'I remember doing university work when the pager went off. We were tasked to rescue an injured person with a suspected dislocated hip on board a yacht approximately three miles south of Hayling Bay. We had a helicopter from HM Coastguard come down to assist us, but due to the weather and sea state, it couldn't winch down onto the yacht to take the casualties off.

When you get launched on a task, operations are resolved relatively quickly, and usually, there isn't a long transit time to get back. In this case, I was probably on the boat for a good hour and a half, and because we were with the casualties for such a long time, I developed a real connection with the casualty. I remember receiving a letter from the injured person we rescued to say “thank you”. I still think about this now.'

But her lifesaving work doesn't stop here. Kim has remained working as a seasonal lifeguard for the RNLI in the South East and works full-time as a Maritime Operations Officer in The Joint Rescue Coordination Centre with HM Coastguard. In her day job, she is on the other side of the 999 call, handling emergency calls and coordinating appropriate search and rescue responses for those who need help at sea.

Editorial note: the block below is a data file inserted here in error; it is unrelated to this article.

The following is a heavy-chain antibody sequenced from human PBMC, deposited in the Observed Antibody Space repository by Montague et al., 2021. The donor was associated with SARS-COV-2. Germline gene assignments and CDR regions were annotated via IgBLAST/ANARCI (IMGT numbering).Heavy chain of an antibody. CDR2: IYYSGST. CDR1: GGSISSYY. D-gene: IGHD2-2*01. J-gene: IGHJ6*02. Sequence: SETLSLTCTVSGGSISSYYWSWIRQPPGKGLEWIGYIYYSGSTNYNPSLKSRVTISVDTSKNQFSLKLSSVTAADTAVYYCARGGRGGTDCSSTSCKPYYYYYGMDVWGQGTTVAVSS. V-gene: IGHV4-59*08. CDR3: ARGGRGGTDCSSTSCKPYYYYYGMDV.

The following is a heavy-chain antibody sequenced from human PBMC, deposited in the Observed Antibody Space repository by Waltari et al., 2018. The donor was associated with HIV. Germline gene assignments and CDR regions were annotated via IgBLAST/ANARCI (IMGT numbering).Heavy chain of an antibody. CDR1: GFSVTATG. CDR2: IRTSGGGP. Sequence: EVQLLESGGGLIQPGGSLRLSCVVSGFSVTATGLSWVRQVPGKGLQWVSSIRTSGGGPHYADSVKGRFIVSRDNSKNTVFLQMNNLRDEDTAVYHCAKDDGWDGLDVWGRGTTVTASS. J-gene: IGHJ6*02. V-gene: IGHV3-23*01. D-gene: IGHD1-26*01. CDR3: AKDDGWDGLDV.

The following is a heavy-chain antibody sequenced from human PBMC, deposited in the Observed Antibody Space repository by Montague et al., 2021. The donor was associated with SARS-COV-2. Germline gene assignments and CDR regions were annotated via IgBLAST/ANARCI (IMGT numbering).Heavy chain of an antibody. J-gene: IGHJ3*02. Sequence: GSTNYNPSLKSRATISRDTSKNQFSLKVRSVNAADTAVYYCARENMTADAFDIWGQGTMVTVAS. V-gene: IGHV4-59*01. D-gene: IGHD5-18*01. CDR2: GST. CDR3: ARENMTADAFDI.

Kim passing out as helm is an important milestone in her volunteering role as well as for Portsmouth RNLI. The other crew are very proud of what she has achieved so far and of her place in the station's history.

Neil Maxwell, RNLI Helm at Portsmouth Lifeboat Station, said:

‘We are very proud of our latest helm, Kim Dugan. Not just because Kim has worked hard to ensure she met the stringent requirements of qualifying for the role but also because she is the first female helm for our station.

During her time with Portsmouth RNLI, Kim has served as a crew member on both the D class and the Atlantic lifeboats, and she has been involved in some of the most dramatic rescues the station has had in recent years. From working with helicopters at the extreme end of operational weather conditions to plucking a drowning jet skier from the sea just before they disappeared beneath the waves, Kim has a great deal of experience.